Taiwan Expedition of 1874

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The Taiwan Expedition of 1874 was a punitive expedition sent by the Meiji government to punish Taiwanese aborigines for killing 56 Miyako Islanders who had been shipwrecked on Taiwan in 1871. The Miyako Islanders were perceived to be Japanese subjects, or at least people subordinate to Japan, and since it was believed by the Japanese government that Taiwan was outside of Chinese authority, it was felt that the Japanese had a responsibility to exact retribution for the killing of their people.

The expedition was led by Saigô Tsugumichi. Japanese troops first landed on Taiwan on May 2nd, and fighting ended the following month.


The Miyako Islanders were shipwrecked and killed in the last month of 1871. Roughly six months later, Yanagihara Sakimitsu, a Japanese official in Shanghai at the time, returned to Tokyo and reported the incident to the government. Shortly afterwards, various figures from Satsuma (now Kagoshima prefecture), especially Kabayama Sukenori, a former samurai retainer to the Shimazu clan of Satsuma han, and now commander of the second Kyushu outpost garrison, pressured Tokyo to send some sort of punitive military expedition to Taiwan.

In the aftermath of the Seikanron, a heated 1873 debate in which the Meiji government ultimately decided against an invasion of Korea, despite the resignation of Saigô Takamori and a number of his fellows from government, there were still many who felt that some sort of military expedition was necessary to redirect former samurai restlessness and anger, and to prevent rebellions against the new government. Indeed, Etô Shinpei, one of the oligarchs who resigned in protest following the decision to not invade Korea, led a rebellion in Saga which began just a week or so before the Feb 6, 1874 decision to attack Taiwan.[1]

In negotiations with the Chinese over the 1871 incident, the Qing disavowed any responsibility for the actions of the aborigines, claiming they had no effective control over those regions of Taiwan. US officials Charles DeLong and Charles LeGendre reassured the Japanese that under Western ("modern") systems of international law, this also meant the Chinese were renouncing any claims they had to those parts of the island, rendering those regions terra nullius, and free for the taking.[2] Planning and preparation for the expedition began the following February.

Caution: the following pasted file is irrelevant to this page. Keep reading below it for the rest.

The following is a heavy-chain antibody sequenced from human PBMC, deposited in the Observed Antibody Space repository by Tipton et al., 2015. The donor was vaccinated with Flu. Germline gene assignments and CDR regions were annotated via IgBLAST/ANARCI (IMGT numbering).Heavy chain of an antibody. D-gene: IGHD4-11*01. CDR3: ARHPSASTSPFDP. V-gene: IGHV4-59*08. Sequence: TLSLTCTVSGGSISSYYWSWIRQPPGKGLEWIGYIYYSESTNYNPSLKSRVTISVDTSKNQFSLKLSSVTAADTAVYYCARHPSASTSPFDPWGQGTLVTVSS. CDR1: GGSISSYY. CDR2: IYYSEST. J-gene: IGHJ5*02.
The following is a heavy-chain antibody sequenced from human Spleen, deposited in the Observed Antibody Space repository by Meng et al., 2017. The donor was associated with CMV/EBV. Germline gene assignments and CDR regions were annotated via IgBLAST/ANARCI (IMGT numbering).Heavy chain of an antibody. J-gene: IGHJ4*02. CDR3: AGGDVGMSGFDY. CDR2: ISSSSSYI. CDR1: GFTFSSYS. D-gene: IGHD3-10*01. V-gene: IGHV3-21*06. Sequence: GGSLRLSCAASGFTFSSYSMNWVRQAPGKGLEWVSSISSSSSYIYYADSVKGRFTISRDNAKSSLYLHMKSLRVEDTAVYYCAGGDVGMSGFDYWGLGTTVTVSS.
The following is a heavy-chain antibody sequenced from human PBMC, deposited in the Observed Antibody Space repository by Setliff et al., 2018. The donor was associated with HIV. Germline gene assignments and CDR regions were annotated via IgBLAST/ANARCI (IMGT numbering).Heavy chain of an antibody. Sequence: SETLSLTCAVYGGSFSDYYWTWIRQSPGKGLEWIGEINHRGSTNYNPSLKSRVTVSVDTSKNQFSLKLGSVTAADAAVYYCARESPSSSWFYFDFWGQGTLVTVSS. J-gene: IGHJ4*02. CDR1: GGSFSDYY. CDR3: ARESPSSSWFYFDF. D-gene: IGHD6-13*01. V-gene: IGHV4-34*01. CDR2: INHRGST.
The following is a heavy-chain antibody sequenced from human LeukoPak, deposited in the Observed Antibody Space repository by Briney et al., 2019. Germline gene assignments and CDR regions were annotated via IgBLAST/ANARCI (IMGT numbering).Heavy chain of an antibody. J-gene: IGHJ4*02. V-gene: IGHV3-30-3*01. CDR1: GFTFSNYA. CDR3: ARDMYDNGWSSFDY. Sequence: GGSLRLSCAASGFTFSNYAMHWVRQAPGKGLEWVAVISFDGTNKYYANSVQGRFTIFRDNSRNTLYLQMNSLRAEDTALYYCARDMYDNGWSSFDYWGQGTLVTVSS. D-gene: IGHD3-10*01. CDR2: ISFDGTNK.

The Expedition

Some 3,600 Japanese troops (along with some number of Americans)[3] first landed on Taiwanese shores on May 2nd, 1874. On the 22nd of that month, they fought the Battle of Stone Gate, which would be the chief battle of the conflict. Saigô himself first arrived within the next week or so, and the fighting ended in June.

Though the Japanese were ultimately victorious, the expedition suffered from numerous difficulties. The initial landing on the island is said to have been poorly executed, and the Japanese forces were, in various ways, ill-prepared for the tropical climate. More than five hundred men lost their lives to malaria,[4] and much equipment was useless in that environment and had to be abandoned.[5]


In October 1874, a treaty was signed in which China admitted less than total sovereign control over certain areas of southern Taiwan (i.e. areas dominated by aboriginal control), recognized the Ryukyuan peoples as Japanese subjects, and agreed to pay an indemnity to Japan.[6]

The issue of Chinese and Japanese claims to Taiwan and Ryûkyû was not entirely settled, however, and would almost lead to outright war in 1879. That year, Ulysses S. Grant brokered a peace, though China ultimately did not sign the formal document, and Japan fully abolished the Ryûkyû Kingdom, annexing its territory as Okinawa Prefecture, over Chinese objections. War between China and Japan eventually broke out less than 20 years later, in 1894. Japan defeated China and took Taiwan as a formal colony, though whether or not this can be considered to have "settled" the matter remains a matter of interpretation or debate.


  • Uemura Hideaki. "The Colonial Annexation of Okinawa and the Logic of International Law: The Formation of an 'Indigenous People' in East Asia." Japanese Studies 23:2 (2003). pp107-124.
  1. Jordan Walker, "Archipelagic Ambiguities: The Demarcation of Modern Japan, 1868-1879," Island Studies Journal 10:2 (2015), 216.
  2. Walker, 214.
  3. "China's Worst Diplomat," The Economist, 21 Dec 2013, 72.
  4. Andrew Gordon, A Modern History of Japan, Oxford University Press (2013), 74.
  5. Conrad Schirokauer, David Lurie, and Suzanne Gay, A Brief History of Japanese Civilization, Wadsworth Cengage (2013), 192.
  6. There remains some debate as to whether the Chinese officials intended to recognize the Ryukyuans as Japanese subjects in this agreement, or whether their willingness to pay indemnities for the damages suffered by Japanese subjects refers only to a group of four sailors from Oda prefecture killed by aborigines in 1873. While some Chinese historians today continue to advocate for this view, the Japanese officials at the time, most likely along with the British mediator Thomas Wade, saw the indemnities paid for the suffering of Japanese subjects as including the Ryukyuans killed in 1871 as well. The latter seems to be the dominant view in scholarship today. Walker, 217n23.